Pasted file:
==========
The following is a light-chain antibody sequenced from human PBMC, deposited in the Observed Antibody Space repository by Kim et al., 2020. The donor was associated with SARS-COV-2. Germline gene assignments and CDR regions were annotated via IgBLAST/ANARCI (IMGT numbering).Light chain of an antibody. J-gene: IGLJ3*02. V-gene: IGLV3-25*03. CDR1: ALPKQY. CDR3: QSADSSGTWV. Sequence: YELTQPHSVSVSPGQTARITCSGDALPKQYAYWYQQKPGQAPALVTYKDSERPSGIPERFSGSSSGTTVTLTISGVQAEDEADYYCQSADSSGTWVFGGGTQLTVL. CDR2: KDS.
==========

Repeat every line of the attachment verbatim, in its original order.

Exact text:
The following is a light-chain antibody sequenced from human PBMC, deposited in the Observed Antibody Space repository by Kim et al., 2020. The donor was associated with SARS-COV-2. Germline gene assignments and CDR regions were annotated via IgBLAST/ANARCI (IMGT numbering).Light chain of an antibody. J-gene: IGLJ3*02. V-gene: IGLV3-25*03. CDR1: ALPKQY. CDR3: QSADSSGTWV. Sequence: YELTQPHSVSVSPGQTARITCSGDALPKQYAYWYQQKPGQAPALVTYKDSERPSGIPERFSGSSSGTTVTLTISGVQAEDEADYYCQSADSSGTWVFGGGTQLTVL. CDR2: KDS.